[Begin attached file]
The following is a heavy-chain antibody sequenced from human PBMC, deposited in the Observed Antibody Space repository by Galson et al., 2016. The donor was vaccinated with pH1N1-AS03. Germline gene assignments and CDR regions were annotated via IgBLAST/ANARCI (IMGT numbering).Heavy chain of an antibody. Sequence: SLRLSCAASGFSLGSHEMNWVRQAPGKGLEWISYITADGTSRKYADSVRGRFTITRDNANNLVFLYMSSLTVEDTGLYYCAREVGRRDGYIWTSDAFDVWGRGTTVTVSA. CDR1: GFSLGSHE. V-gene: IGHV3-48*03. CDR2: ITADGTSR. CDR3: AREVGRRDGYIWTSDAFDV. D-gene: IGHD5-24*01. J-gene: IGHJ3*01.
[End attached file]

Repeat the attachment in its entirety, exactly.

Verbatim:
The following is a heavy-chain antibody sequenced from human PBMC, deposited in the Observed Antibody Space repository by Galson et al., 2016. The donor was vaccinated with pH1N1-AS03. Germline gene assignments and CDR regions were annotated via IgBLAST/ANARCI (IMGT numbering).Heavy chain of an antibody. Sequence: SLRLSCAASGFSLGSHEMNWVRQAPGKGLEWISYITADGTSRKYADSVRGRFTITRDNANNLVFLYMSSLTVEDTGLYYCAREVGRRDGYIWTSDAFDVWGRGTTVTVSA. CDR1: GFSLGSHE. V-gene: IGHV3-48*03. CDR2: ITADGTSR. CDR3: AREVGRRDGYIWTSDAFDV. D-gene: IGHD5-24*01. J-gene: IGHJ3*01.